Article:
The following day we walked the city. I was surprised by how busy the city was considering it is still in recovery mode, but it is spring break time still so that probably helped. Our first stop was a restaurant called Deanie's. It was a seafood place that made Creole style cuisine. It was
pretty good. They ripped us off on our appetizer of shrimp remoulade, giving us only five small shrimp, but the main dishes were large and tasty. I also could have probably killed someone with the beer glass I was given, it was so large and heavy. In the end I ate too much which became a theme for the weekend. It was the first time I had craw fish Étouffée, it will not be the last. Other sites seen in the city that day were various places along Bourbon and Royal street, the basilica, walked along the river, and walked through the Harrah's Casino. What a depressing place. Casino's are just sad, particularly when they aren't nice casino's.
We went to dinner back at our hotel at one of John Besh's restaurants Dominica. The appetizer was delicious, it was a buffalo mozzarella, with some garlic and olive oil on toasted bread. Hard to screw up. The rest of our dishes were a little too salty though. Somewhat disappointing for the price and for the level of chef who owns the restaurant. We had purchased a bottle of wine earlier in the day so that was how we ended the day. I had eaten too much again. Three dishes not counting desert will do that too you.
The next day we wandered the city again, stopped by an art museum, had some beignet's, got a drink on Bourbon street and walked around; things you are supposed to do in New Orleans. The highlight of the trip was dinner that night. We went to a the Le Foret Restaurant and had the tasting menu with each dish paired with a glass of wine. Some of the food was a little different than I have had before, foie gras, rabbit pate, caviar things of that nature but the food was delicious. The highlight was the diver scallops and the soufflé. Both were amazing. A great way to spend the evening. The service needed a lot work would be my one complaint.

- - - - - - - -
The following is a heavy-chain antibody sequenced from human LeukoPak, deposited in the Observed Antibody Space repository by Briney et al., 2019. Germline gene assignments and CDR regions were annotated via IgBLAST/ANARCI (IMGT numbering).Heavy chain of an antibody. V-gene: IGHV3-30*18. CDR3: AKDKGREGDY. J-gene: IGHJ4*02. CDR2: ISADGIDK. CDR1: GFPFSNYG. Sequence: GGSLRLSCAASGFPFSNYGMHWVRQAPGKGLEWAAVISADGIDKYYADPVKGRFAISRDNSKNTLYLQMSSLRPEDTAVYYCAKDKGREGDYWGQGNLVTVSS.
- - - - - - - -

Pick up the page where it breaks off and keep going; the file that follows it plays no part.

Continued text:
The last day we hit McDonald's, great Easter morning breakfast. Almost as good as when we ended up at a McDonald's for breakfast on Valentine's day this year. I continue to be that classy. All in all a good trip. New Orleans impressed me a lot more then I would have thought.
So its been a while. I think partly I haven't been posting because I know at least five people will now see a link to this site because as soon as I post it will pop up on Google Buzz. So someone might actually read this. Who am I kidding...no they won't. The other problem is my last two posts were about how great Avatar, complete with overly large movie poster photo. Call it a guilty pleasure. Just a movie I feel like I shouldn't have liked as much as I did but thoroughly enjoyed is anyway. So I have avoided drawing attention to a site that no one looks at anyway. Seems like poor plan.
But I am back in that mood of writing again, so here I am. I have about 11 draft posts going so we'll see how many of them actually make it out of the starting gate. And go...